Capone’s Reign in Chicago
Passage of the 18th Amendment, or Prohibition, in 1920 ushered in a troubled era in the United States, during which organized crime gangs profited tremendously from the illegal manufacture and sale of alcohol (known as bootlegging). Alphonse Capone, born in Brooklyn, had become Chicago’s leading crime czar upon the retirement of his former boss, Johnny Torrio, after an assassination attempt in 1924. As of 1927, Capone’s personal wealth was estimated at nearly $100 million, and he was raking in some $60 million a year from bootlegging, speakeasies (illegal drinking establishments), gambling and prostitution.
Capone had a lock on Chicago thanks to his willingness to gun down his rivals, including, allegedly, the bloody massacre of several members of longtime enemy George “Bugs” Moran’s gang at a garage on Chicago’s North Side on St. Valentine’s Day in 1929. In the wake of the St. Valentine’s Day Massacre, which was generally blamed on Capone’s gang though no charges were ever brought, Capone was the nation’s most notorious gangster, branded “Public Enemy No. 1″ in the press and placed under scrutiny from authorities including the Federal Bureau of Investigation (FBI).
Income Tax Evasion
Though they arrested him several times on charges such as possession of concealed weapons and contempt of court, local and federal authorities were unable to make a strong enough case against him to prosecute any of his violent activities. Meanwhile, the U.S. Treasury Department had begun investigating Capone for a very different type of crime: income tax evasion. Frank Wilson, a special agent in the Intelligence Unit of the Internal Revenue Service (IRS), was one of those tasked with carrying out the investigation. In addition to investigating Capone, Wilson and his fellow agents also looked into the financial dealings of his associates, including his brother and principal lieutenant, Ralph Capone, Frank Nitti and Jake Gusik.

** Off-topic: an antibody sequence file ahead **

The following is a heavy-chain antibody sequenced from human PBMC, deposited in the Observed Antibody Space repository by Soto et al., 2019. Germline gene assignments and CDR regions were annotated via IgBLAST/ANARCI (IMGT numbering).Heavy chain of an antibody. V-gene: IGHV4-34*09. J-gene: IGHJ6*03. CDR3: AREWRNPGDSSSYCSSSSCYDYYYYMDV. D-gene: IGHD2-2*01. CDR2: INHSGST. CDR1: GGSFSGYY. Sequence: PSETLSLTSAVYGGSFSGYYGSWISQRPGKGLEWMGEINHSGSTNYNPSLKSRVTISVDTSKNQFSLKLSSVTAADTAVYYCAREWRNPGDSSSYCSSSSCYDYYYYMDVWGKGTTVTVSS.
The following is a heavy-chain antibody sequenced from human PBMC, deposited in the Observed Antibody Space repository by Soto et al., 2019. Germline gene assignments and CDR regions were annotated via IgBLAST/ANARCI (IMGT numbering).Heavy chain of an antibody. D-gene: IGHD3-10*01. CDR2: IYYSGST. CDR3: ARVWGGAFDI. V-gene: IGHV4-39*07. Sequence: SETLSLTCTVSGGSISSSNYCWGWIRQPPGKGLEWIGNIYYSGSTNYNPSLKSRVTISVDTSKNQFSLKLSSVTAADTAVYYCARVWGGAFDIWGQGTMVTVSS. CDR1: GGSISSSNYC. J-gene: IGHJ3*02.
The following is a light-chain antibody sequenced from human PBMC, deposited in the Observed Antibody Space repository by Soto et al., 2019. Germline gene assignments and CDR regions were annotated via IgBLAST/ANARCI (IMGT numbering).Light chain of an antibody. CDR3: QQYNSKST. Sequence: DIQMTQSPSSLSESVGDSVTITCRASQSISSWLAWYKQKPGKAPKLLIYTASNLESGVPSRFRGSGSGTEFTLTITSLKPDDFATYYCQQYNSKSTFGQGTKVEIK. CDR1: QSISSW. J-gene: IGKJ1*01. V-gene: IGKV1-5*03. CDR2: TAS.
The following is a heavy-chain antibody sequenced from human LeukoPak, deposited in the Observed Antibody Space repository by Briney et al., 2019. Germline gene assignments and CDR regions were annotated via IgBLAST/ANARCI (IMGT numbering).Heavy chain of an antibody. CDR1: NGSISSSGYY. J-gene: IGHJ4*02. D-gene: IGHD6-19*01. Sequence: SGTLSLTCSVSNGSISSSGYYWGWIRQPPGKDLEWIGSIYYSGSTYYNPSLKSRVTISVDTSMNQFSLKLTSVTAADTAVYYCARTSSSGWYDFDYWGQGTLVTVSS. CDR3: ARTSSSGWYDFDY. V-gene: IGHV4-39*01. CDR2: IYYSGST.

As could be expected of gangsters, all of these men kept little or no financial records and had no bank accounts in their own names. And witnesses were reluctant to talk, adding to the difficulty of uncovering evidence about their business dealings. Finally, after reviewing some 2 million documents, Wilson discovered several ledgers containing notations that allowed him to trace payments made to Capone that he had not reported as income. This breakthrough led, in June 1931, to Capone’s indictment on charges of federal income tax invasion. His trial received international attention, and on October 17 he was convicted and sentenced to 11 years in prison, in addition to $80,000 in fines and court costs. Capone served his time at the federal penitentiary at Atlanta, Georgia, and at Alcatraz before being released in 1939 into a Baltimore hospital; he died an ailing recluse on his Florida estate in 1947.
Capone’s conviction helped restore much-needed public confidence in American law enforcement, but also marked the beginning of an era in which the IRS became an increasingly large presence in the lives of American citizens. Many delinquent taxpayers filed income tax returns in the period immediately following his conviction.
The IRS Intelligence Unit became well known for its investigative skills, both in the Capone case and in the equally notorious “Lindbergh baby” kidnapping case in the early 1930s. Later, the unit expanded its operations to begin investigating tax evasion by business people, government officials and ordinary citizens in addition to criminals. In 1978, the Intelligence Unit changed its name to Criminal Investigation; its jurisdiction was also extended to include money laundering and currency violations as well as tax evasion.